Step 2 : Know your Technology
If you don’t know it at the beginning you better hope you know it at the end – go to step 1 if you are struggling with step 2 – That’s recursion for you.

Step 3 : Increment often and test constantly
Set short deadlines and try to regularly meet with client to show progress – can be frustrating if clients start going off on tangents

Step 4 : Know the Process
To date I haven’t been asked to design any systems that I have had particular difficulty in understanding the process. Undoubtedly I think this would be different if I was trying to create an application for geology exploration or for instance mapping or maybe translation. The mathematics behind those kind of applications are complicated. Most business processes tend to be remarkably simple and the simple act of normalizing the data is usually enough for me to get to grips on how the system will be used.

Step 5 : Build in redundancy
Properly normalize your data build in extra fields if you want even if they are not used – for example collecting information on individuals I always add a field for date of birth even if its not spec’d invariably someone comes along and says actually it would be useful to know what age our customers are.

Step 6 : Have privileges
There’s nothing that will slow down a project quicker if you have to hand over responsibility of tasks to uninterested individuals who are not part of the project team. Better to have those people in the team and make sure they are on board with the importance of following through with the project.

Good luck and happy hunting

Guidelines for E-mails

Not the most exciting of subjects but everyone is involved in communication whether its sorting out lunch with a friend through to organising massive engineering projects. Confusion and misinformation is always an ongoing risk resulting from bad communication which results in individuals either not getting on board with a topic or going off and doing needless work. Today I really rallied against the endless stream of emails I had been cc’d into. I realised that I am probably as guilty as others in doing this so I decided I should figure out some guidelines for tightening up my e-mail etiquette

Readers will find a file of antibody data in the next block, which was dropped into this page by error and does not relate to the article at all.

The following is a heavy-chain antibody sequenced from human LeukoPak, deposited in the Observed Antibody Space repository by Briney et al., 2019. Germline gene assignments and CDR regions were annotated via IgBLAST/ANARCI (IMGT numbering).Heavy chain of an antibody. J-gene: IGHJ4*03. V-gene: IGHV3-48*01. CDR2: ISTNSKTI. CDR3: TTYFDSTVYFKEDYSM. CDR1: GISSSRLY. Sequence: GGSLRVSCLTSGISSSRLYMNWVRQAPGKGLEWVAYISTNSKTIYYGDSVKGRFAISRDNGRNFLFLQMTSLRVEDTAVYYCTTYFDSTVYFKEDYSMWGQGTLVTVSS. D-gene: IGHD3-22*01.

My guidelines;

1)If you are replying delete generic titles and write a title which is more specific about what is contained in the e-mail. (Try not to use Re: if you have to state Reply )
2)Spend time making and crafting a really relevant reply which is as targeted as possible.
3)If possible delete the train wreck of replied e-mails – most of them are not read by anyone and quite often have all sorts of tags, addresses and generic images which are totally irrelevant.
4)Be economical in cc e-mails if you want to introduce others into a project – write a specific introduction e-mail for that individual explaining everything don’t just copy them into a massive e-mail and expect them to go back through and figure out what is going on.
5)If you have questions that you need answered really start with the question and explain the context.
6)Use pictures – They are useful and e-mails really support pictures very very well now.
7)If you have simple calculations from excel spreadsheets contain them as images in the e-mail attachments are annoying and take time to open up.
8)If you are working with people on a project you really need to have met the people. If they are in your building why not go and introduce yourself?
9)Hey use the phone its there it costs nothing again more important if you don’t know the person.
10)Don’t just write with questions – if you have an outcome that you think is important or you’ve received some positive feedback after project completion let the others on the project know about it.
11)Generally aim to be positive and supportive
12)If you make commitments try to remember them and stick to them.